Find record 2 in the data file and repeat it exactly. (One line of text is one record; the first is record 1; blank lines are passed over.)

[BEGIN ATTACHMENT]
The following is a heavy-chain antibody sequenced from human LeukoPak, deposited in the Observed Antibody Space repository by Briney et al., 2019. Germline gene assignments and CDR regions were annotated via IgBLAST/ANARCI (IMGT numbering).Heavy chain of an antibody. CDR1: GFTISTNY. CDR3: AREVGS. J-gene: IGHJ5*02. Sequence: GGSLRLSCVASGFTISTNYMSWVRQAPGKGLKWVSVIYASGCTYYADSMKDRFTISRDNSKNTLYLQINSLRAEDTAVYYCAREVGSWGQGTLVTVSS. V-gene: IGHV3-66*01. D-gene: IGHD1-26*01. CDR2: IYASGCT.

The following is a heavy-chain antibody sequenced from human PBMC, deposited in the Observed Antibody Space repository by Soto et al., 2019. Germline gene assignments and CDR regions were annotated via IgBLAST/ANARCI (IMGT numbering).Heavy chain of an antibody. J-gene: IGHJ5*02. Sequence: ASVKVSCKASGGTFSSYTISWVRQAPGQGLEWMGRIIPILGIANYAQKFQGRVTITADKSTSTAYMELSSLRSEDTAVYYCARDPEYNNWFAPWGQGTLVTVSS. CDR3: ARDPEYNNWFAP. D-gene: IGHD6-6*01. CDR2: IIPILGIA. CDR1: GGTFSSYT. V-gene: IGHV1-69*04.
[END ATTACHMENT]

The following is a heavy-chain antibody sequenced from human PBMC, deposited in the Observed Antibody Space repository by Soto et al., 2019. Germline gene assignments and CDR regions were annotated via IgBLAST/ANARCI (IMGT numbering).Heavy chain of an antibody. J-gene: IGHJ5*02. Sequence: ASVKVSCKASGGTFSSYTISWVRQAPGQGLEWMGRIIPILGIANYAQKFQGRVTITADKSTSTAYMELSSLRSEDTAVYYCARDPEYNNWFAPWGQGTLVTVSS. CDR3: ARDPEYNNWFAP. D-gene: IGHD6-6*01. CDR2: IIPILGIA. CDR1: GGTFSSYT. V-gene: IGHV1-69*04.